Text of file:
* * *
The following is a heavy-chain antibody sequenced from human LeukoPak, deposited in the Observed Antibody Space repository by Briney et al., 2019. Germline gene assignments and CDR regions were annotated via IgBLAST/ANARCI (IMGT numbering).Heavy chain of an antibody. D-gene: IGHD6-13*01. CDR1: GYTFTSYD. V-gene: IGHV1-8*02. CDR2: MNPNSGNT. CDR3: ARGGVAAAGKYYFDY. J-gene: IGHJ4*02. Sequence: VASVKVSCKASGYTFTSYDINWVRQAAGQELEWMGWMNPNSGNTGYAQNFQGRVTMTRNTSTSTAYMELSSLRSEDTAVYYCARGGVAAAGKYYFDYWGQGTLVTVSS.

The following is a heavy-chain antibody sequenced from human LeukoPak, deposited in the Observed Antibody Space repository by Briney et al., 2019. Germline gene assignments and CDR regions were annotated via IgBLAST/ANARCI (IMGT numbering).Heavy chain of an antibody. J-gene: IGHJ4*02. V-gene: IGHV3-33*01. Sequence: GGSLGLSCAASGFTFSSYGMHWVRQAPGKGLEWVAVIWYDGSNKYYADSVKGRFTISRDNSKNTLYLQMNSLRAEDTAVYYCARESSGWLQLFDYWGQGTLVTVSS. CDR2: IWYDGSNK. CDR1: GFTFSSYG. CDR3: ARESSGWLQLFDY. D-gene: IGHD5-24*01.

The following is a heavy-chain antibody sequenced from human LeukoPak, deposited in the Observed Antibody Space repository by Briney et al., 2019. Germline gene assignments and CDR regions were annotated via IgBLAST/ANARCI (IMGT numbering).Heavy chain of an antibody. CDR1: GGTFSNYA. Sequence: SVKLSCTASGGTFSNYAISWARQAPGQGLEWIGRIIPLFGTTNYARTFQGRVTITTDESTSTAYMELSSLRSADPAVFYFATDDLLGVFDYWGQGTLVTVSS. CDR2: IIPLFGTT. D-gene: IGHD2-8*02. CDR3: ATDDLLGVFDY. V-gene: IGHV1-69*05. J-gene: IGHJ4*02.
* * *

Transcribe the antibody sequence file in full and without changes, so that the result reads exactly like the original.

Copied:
The following is a heavy-chain antibody sequenced from human LeukoPak, deposited in the Observed Antibody Space repository by Briney et al., 2019. Germline gene assignments and CDR regions were annotated via IgBLAST/ANARCI (IMGT numbering).Heavy chain of an antibody. D-gene: IGHD6-13*01. CDR1: GYTFTSYD. V-gene: IGHV1-8*02. CDR2: MNPNSGNT. CDR3: ARGGVAAAGKYYFDY. J-gene: IGHJ4*02. Sequence: VASVKVSCKASGYTFTSYDINWVRQAAGQELEWMGWMNPNSGNTGYAQNFQGRVTMTRNTSTSTAYMELSSLRSEDTAVYYCARGGVAAAGKYYFDYWGQGTLVTVSS.

The following is a heavy-chain antibody sequenced from human LeukoPak, deposited in the Observed Antibody Space repository by Briney et al., 2019. Germline gene assignments and CDR regions were annotated via IgBLAST/ANARCI (IMGT numbering).Heavy chain of an antibody. J-gene: IGHJ4*02. V-gene: IGHV3-33*01. Sequence: GGSLGLSCAASGFTFSSYGMHWVRQAPGKGLEWVAVIWYDGSNKYYADSVKGRFTISRDNSKNTLYLQMNSLRAEDTAVYYCARESSGWLQLFDYWGQGTLVTVSS. CDR2: IWYDGSNK. CDR1: GFTFSSYG. CDR3: ARESSGWLQLFDY. D-gene: IGHD5-24*01.

The following is a heavy-chain antibody sequenced from human LeukoPak, deposited in the Observed Antibody Space repository by Briney et al., 2019. Germline gene assignments and CDR regions were annotated via IgBLAST/ANARCI (IMGT numbering).Heavy chain of an antibody. CDR1: GGTFSNYA. Sequence: SVKLSCTASGGTFSNYAISWARQAPGQGLEWIGRIIPLFGTTNYARTFQGRVTITTDESTSTAYMELSSLRSADPAVFYFATDDLLGVFDYWGQGTLVTVSS. CDR2: IIPLFGTT. D-gene: IGHD2-8*02. CDR3: ATDDLLGVFDY. V-gene: IGHV1-69*05. J-gene: IGHJ4*02.